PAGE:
I have heard Mr. Pearl speak a couple of times, and he seems to emphasize the joy and tying strings of love with your children, not the harshness of the book. I heard him respond to some of his harshness and he said that he figured the joy and love were evident in all families, it was the lack of training that he saw missing in families, but if that joy was missing, then you would become a frustrated parent whose children would not have the motivation to obey you. I think that was the basis of a series of articles called Jumping Ship about children who have rebelled in later years, because that joy and love was lacking. If you skim over or never get to the chapter on Joy and tying strings, all his advice would be incomplete and lacking.

I don't think that when the Pearls speak of training a child that you are just swatting all day. And it isn't emphasized for punishment, but as a tool for training a behavior. My boys actually drew a happy face on a wooden spoon to remind them that the spoon was an attitude changer. It would bring a smile looking at it, knowing that they could will themselves into a better choice of attitude. And seeing a spoon laying in an area not allowed to go would be a reminder that it was a no-touch zone. So it isn't always swatting, it's sometimes guiding them along to will themselves to do what is right, what is required by mom and dad. But even CM states that it is not easily done:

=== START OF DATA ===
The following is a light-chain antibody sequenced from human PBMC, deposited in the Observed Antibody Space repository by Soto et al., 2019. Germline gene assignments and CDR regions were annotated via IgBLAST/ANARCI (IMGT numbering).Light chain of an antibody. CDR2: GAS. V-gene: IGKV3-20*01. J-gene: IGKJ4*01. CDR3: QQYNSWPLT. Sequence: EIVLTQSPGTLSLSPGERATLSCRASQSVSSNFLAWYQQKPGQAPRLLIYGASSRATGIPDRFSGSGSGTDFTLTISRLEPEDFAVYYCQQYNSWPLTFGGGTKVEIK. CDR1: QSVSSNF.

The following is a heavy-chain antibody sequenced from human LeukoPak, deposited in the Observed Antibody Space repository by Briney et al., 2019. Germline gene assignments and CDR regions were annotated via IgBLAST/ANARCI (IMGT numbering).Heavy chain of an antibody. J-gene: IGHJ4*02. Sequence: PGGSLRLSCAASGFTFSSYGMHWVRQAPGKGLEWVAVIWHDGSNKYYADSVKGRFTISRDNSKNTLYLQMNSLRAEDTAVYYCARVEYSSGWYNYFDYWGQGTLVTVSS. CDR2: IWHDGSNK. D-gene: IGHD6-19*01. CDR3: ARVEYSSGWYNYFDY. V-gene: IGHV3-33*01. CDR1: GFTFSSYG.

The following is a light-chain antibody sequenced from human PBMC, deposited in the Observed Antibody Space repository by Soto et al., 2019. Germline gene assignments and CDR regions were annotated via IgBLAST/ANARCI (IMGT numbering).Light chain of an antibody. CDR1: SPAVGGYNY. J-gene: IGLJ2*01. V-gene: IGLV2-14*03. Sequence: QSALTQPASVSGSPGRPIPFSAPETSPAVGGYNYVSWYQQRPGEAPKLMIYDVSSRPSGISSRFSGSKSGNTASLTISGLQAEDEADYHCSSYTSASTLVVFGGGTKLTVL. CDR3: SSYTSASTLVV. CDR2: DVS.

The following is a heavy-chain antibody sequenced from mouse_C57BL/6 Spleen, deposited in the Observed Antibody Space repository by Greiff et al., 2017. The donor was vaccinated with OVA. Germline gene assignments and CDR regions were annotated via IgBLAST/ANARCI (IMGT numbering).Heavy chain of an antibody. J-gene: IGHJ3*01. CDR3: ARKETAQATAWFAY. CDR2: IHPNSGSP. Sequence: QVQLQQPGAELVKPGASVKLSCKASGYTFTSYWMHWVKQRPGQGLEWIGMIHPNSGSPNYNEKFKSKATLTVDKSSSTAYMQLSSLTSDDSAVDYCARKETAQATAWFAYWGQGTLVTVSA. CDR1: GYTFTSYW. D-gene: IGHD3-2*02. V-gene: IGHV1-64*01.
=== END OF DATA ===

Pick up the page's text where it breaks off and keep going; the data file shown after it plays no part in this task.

The mother who takes pains to endow her children with good habits secures
for herself smooth and easy days; while she who lets their habits take
care of themselves has a weary life of endless friction with the children” (Vol. 1, p. 136)

Another book I found very helpful in practical training was Raising Godly Tomatoes. Tips such as training your children to come and replying with a cheerful, "Yes, Mom" was one of the most helpful training tips for me when my oldest was a toddler. Training your infant to lay his head on your shoulder while holding him helped to keep babies from squirming and being fussy. Having my children smile when they are pouting will often change their hearts, training them out of a sour disposition. Keeping my children close to me, "tomato-staking," so I can see their interactions and be available for constant training, rather than sending one to his room to stew and grow bitter. I never thought of these simple solutions to help me along my way. All this advice was free from her website. Once again, though, I take what is helpful. I don't adhere to everything from any parenting book.